How COVID-19 helped de-stigmatize virtual therapy resources

COVID-19 has exacerbated mental health struggles for many people, but seeking help can be difficult while social distancing. This combination of factors is why we are seeing online therapy tools hit their stride as safe, reliable, and affordable resources for individuals coping with mental health issues during this difficult time. 

Telephone crisis lines have been effective for providing immediate help for those in need for decades, but teletherapy, specifically online therapy, has been stigmatized as impersonal or less legitimate than in-person sessions. Despite this stigmatism, research has shown that teletherapy is as effective as traditional in-person therapy both in quality of relationship with one’s therapist and overall help derived from the sessions. A study at the University of South Florida (USF)  found that 85 percent of USF students strongly or somewhat agreed their telehealth experience was comparable to an in-person visit.

A global pandemic has given these virtual services the push they need to gain both popularity and legitimacy in the eyes of healthcare providers. Online therapy eliminates many barriers that prevent individuals from seeking care such as long drives to appointments and the need for childcare services for parents. Most of all, online therapy is beneficial to those who would otherwise not seek help in times of crisis such as those who feel stigmatized by therapy, are intimidated by sitting down in person with a therapist, or are underinsured. 

Once brushed aside by the medical industry, telehealth services are now proving to be essential for supporting those struggling during today’s stressful global conditions. Many therapists are maintaining online visits as an option even after the pandemic and most major insurers have a list of approved and covered online therapy services on their website.

There are some adjustments needed to fully integrate telehealth services into regular practice such as modifying HIPAA regulations to account for this growing health platform. Increased regulation will be critical to ensure the validity of virtual providers. 

If you’re someone who has been battling mental health issues during or even before the pandemic, online therapy resources could be a great tool for accessing low-pressure, reliable help. Even if you are uninsured, many local clinics, universities, and online sites like Psychology Today offer free services for anyone in need. 

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How COVID-19 helped de-stigmatize virtual therapy resources

COVID-19 has exacerbated mental health struggles for many people, but seeking help can be difficult while social distancing. This combination of factors is why we are seeing online therapy tools hit their stride as safe, reliable, and affordable resources for individuals coping with mental health issues during this difficult time.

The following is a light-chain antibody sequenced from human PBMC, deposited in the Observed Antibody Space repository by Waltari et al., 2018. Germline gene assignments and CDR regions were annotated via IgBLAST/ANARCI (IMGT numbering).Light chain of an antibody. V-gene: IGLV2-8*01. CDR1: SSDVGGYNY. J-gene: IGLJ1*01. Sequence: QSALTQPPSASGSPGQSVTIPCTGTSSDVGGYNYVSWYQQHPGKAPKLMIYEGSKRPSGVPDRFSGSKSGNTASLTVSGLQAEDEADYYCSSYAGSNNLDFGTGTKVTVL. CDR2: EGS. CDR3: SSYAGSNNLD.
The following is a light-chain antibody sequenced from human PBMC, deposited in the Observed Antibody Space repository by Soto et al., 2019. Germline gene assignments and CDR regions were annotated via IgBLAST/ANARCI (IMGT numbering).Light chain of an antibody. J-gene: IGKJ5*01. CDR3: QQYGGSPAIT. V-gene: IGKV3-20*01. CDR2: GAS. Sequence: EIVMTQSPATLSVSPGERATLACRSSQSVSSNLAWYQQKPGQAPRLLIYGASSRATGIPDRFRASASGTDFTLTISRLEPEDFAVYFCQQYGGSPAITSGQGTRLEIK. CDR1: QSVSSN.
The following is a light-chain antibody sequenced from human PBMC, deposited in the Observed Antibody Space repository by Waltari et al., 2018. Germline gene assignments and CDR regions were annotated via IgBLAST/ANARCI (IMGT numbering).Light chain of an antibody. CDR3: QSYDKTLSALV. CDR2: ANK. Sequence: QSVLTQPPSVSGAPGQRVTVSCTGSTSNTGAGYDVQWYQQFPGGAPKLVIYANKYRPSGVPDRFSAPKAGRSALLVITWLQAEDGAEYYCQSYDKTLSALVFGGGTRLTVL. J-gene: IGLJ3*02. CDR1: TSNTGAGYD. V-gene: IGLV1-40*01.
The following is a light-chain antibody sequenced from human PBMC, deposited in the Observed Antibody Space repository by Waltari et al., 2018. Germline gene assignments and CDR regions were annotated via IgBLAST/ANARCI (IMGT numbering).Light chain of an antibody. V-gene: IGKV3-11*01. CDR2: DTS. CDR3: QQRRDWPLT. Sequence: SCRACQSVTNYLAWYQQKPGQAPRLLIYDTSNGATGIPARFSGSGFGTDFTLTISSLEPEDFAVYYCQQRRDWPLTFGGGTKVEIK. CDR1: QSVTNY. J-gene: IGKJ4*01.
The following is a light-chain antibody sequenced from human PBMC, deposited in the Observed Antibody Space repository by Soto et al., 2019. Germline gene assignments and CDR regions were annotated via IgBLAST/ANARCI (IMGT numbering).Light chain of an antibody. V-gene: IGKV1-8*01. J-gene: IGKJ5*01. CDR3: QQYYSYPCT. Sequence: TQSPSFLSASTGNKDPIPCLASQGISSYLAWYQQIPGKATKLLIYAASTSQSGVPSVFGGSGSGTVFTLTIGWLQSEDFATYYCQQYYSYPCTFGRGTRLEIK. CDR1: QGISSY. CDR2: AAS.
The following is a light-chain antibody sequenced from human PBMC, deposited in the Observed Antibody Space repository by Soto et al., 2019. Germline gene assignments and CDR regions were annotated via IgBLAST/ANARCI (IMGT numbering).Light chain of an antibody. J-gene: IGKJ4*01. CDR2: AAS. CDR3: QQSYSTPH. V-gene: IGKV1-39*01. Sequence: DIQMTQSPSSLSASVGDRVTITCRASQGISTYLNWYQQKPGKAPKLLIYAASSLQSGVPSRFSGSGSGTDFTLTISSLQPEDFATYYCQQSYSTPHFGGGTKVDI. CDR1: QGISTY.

Telephone crisis lines have been effective for providing immediate help for those in need for decades, but teletherapy, specifically online therapy, has been stigmatized as impersonal or less legitimate than in-person sessions. Despite this stigmatism, research has shown that teletherapy is as effective as traditional in-person therapy both in quality of relationship with one’s therapist and overall help derived from the sessions. A study at the University of South Florida (USF)  found that 85 percent of USF students strongly or somewhat agreed their telehealth experience was comparable to an in-person visit.

A global pandemic has given these virtual services the push they need to gain both popularity and legitimacy in the eyes of healthcare providers. Online therapy eliminates many barriers that prevent individuals from seeking care such as long drives to appointments and the need for childcare services for parents. Most of all, online therapy is beneficial to those who would otherwise not seek help in times of crisis such as those who feel stigmatized by therapy, are intimidated by sitting down in person with a therapist, or are underinsured. 

Once brushed aside by the medical industry, telehealth services are now proving to be essential for supporting those struggling during today’s stressful global conditions. Many therapists are maintaining online visits as an option even after the pandemic and most major insurers have a list of approved and covered online therapy services on their website.

There are some adjustments needed to fully integrate telehealth services into regular practice such as modifying HIPAA regulations to account for this growing health platform. Increased regulation will be critical to ensure the validity of virtual providers. 

If you’re someone who has been battling mental health issues during or even before the pandemic, online therapy resources could be a great tool for accessing low-pressure, reliable help. Even if you are uninsured, many local clinics, universities, and online sites like Psychology Today offer free services for anyone in need. 

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